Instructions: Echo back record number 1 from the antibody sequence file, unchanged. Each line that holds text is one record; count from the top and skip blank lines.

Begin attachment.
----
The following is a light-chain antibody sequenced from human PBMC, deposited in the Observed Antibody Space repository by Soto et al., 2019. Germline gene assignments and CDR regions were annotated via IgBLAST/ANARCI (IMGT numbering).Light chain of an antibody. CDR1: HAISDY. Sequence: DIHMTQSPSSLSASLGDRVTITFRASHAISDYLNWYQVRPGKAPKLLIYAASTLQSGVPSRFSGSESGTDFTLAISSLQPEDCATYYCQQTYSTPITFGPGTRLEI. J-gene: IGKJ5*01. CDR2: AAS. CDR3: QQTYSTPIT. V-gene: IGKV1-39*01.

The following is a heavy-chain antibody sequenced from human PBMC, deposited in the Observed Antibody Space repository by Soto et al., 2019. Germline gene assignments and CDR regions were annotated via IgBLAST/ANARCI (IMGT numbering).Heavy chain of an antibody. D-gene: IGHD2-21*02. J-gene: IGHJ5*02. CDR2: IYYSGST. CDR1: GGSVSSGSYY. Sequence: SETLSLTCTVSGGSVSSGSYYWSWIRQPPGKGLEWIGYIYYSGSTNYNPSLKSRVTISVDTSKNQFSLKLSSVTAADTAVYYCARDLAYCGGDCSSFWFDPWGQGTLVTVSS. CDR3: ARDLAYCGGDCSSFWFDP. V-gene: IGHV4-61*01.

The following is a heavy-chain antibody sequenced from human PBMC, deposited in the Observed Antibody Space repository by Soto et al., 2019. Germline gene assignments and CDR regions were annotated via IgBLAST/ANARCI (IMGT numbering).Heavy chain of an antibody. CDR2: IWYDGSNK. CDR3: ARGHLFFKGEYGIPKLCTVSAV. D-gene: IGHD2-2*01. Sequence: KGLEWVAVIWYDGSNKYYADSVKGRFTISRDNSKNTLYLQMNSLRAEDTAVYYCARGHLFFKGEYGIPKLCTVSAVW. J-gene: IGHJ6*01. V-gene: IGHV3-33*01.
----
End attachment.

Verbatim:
The following is a light-chain antibody sequenced from human PBMC, deposited in the Observed Antibody Space repository by Soto et al., 2019. Germline gene assignments and CDR regions were annotated via IgBLAST/ANARCI (IMGT numbering).Light chain of an antibody. CDR1: HAISDY. Sequence: DIHMTQSPSSLSASLGDRVTITFRASHAISDYLNWYQVRPGKAPKLLIYAASTLQSGVPSRFSGSESGTDFTLAISSLQPEDCATYYCQQTYSTPITFGPGTRLEI. J-gene: IGKJ5*01. CDR2: AAS. CDR3: QQTYSTPIT. V-gene: IGKV1-39*01.